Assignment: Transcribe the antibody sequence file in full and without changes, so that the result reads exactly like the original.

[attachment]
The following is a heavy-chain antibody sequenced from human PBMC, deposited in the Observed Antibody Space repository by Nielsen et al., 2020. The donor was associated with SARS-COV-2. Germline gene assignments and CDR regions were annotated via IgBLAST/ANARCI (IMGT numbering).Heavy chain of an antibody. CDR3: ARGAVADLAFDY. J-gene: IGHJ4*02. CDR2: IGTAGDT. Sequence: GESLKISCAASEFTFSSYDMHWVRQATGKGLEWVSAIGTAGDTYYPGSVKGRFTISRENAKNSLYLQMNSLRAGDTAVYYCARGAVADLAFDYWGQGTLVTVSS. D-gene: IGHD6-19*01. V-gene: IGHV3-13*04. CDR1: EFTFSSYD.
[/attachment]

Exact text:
The following is a heavy-chain antibody sequenced from human PBMC, deposited in the Observed Antibody Space repository by Nielsen et al., 2020. The donor was associated with SARS-COV-2. Germline gene assignments and CDR regions were annotated via IgBLAST/ANARCI (IMGT numbering).Heavy chain of an antibody. CDR3: ARGAVADLAFDY. J-gene: IGHJ4*02. CDR2: IGTAGDT. Sequence: GESLKISCAASEFTFSSYDMHWVRQATGKGLEWVSAIGTAGDTYYPGSVKGRFTISRENAKNSLYLQMNSLRAGDTAVYYCARGAVADLAFDYWGQGTLVTVSS. D-gene: IGHD6-19*01. V-gene: IGHV3-13*04. CDR1: EFTFSSYD.